No More Ambassador Hotel

Los Angeles's Ambassador Hotel is gone. I hate to say that I never had a connection with the place, but I didn't. I came to Los Angeles after it was shuttered and saw it only as the object of a longstanding attempt to preserve it. What fascinates me about the destruction of the hotel is that the fixtures from the pantry, in which Robert F. Kennedy, Jr. was shot, ar being preserved, have been packed into two steel containers as part of an agreement with the school district. Nobody seems to want them, least of all the Kennedys. Technorati Tags: historic preservation, history, los angeles
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Owens River Valley Driving Guide

owens lakeAt long last, I have revised my Owens Valley Driving Guide for the drupal-ized site. Lots of new images abound. Many of these appear from time to time in the flikr stream on the left side of my home page.

Today we are accustomed to the idea that the city’s reach is all-pervasive. Telecommunications and high technology penetrate everywhere, agriculture is industrialized, and widespread tourism together with unceasing migration have undone traditional settlement patterns. The most remote corners – national parks, Antarctica, the Himalayas – exist not in opposition to the urban but rather remain their natural only through special dispensation from the city. Crisscrossed by infrastructural grids – water, power, scientific research, and tourism – deployed to serve the needs of urban life, nature is as thoroughly visited, studied, and reshaped as the urban.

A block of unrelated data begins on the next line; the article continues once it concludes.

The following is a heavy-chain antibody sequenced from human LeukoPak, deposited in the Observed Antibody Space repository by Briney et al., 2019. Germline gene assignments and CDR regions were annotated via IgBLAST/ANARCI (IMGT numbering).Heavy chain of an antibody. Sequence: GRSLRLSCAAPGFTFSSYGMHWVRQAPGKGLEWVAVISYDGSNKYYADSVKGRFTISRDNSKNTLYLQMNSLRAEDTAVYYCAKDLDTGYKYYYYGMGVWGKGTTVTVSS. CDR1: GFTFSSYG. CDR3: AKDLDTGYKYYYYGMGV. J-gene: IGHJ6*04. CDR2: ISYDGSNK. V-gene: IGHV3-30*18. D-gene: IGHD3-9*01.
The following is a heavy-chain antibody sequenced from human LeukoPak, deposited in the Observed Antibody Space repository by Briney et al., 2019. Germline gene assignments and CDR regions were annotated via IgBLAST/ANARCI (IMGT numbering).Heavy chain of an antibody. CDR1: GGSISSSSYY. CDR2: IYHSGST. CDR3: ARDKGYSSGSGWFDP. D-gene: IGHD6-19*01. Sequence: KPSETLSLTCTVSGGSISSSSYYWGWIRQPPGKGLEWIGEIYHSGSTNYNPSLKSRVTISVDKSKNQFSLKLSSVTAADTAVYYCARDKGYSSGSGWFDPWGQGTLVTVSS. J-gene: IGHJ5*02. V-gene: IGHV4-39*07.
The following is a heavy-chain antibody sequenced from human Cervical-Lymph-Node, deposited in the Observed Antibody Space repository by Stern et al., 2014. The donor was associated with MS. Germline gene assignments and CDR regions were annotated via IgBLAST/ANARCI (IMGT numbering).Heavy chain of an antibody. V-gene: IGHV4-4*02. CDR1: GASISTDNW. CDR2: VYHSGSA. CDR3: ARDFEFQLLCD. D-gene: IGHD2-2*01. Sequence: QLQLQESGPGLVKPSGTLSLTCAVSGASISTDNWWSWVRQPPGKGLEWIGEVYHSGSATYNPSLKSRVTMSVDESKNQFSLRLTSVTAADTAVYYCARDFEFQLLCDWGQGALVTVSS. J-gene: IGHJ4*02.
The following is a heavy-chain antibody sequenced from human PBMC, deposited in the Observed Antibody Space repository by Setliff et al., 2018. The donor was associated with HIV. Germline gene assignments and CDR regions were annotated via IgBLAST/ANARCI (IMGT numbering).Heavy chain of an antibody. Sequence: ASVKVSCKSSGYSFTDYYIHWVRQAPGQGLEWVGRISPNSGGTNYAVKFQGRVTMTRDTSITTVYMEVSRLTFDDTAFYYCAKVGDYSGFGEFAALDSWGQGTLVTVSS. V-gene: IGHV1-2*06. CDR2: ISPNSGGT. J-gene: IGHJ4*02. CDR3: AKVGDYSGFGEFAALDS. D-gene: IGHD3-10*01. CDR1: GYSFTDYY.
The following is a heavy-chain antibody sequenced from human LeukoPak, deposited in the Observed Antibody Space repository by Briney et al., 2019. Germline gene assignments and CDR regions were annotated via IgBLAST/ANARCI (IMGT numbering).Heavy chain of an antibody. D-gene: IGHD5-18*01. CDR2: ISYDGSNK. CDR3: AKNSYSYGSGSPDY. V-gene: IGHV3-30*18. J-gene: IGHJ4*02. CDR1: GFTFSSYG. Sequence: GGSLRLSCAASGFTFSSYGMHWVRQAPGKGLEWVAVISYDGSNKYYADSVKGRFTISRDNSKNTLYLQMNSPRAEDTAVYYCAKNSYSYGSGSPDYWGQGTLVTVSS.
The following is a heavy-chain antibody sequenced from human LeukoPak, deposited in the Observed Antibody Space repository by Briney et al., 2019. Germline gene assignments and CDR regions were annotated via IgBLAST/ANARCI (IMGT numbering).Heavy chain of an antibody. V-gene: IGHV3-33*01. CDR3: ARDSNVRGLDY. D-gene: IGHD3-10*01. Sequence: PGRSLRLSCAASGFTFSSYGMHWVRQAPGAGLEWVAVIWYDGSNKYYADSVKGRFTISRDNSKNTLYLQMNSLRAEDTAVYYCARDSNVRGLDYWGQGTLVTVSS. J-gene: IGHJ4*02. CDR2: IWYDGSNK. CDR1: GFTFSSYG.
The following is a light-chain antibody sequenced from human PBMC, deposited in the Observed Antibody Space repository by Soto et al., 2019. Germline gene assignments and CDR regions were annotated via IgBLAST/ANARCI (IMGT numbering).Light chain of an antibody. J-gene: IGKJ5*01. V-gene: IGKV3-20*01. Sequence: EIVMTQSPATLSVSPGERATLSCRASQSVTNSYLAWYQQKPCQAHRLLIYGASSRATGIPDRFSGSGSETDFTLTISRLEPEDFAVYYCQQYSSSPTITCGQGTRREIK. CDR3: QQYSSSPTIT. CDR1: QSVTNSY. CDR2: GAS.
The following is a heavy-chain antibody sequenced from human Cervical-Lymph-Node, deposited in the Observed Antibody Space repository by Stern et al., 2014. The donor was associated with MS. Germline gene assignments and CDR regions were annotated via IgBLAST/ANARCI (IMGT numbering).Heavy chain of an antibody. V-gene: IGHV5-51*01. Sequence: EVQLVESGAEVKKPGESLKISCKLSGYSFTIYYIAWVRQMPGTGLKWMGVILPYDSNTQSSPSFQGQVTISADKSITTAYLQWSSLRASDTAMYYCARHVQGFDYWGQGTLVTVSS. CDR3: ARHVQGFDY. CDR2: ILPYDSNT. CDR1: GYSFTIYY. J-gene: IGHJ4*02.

This guide visits California’s Owens River Valley as a case study for understanding the reach of the city and the reshaping of nature. This forgotten land has made possible the massive growth of Los Angeles, even though it lies hundreds of miles away. In popular history, the Owens River Valley was an idyllic California Eden, a bountiful farming region under the eastern Sierras, until Los Angeles stole the flow of the river to fill its aqueduct. Passions over water still run high in the”ÀÜValley but as this guide demonstrates, water is only one of a series of infrastructures overlaying its terrain. Between the Sierras and the White Mountains water, power, and a myriad forms of tourism intersect with a sublime landscape, at once beautiful and toxic, natural and reshaped by man.

We have no record of the natural state for the Owens River Valley. Its indigenous peoples, the Paiutes, redirected river water into channels to irrigate their crops. After a bloody war, white settlers extended these systems, turning the more typical desert scrub of the Valley into heavily irrigated farmland. Had this state endured, the Owens River Valley likely would have turned into a landscape of industrialized agriculture similar to California’s present day Central Valley. The redirection of Owens River water to Los Angeles, the concurrent purchase of much of the land in the Valley by the city – L. A. is the largest landowner there – and the establishment of national park boundaries to protect the watershed all forced the territory toward an artificially enforced wildness.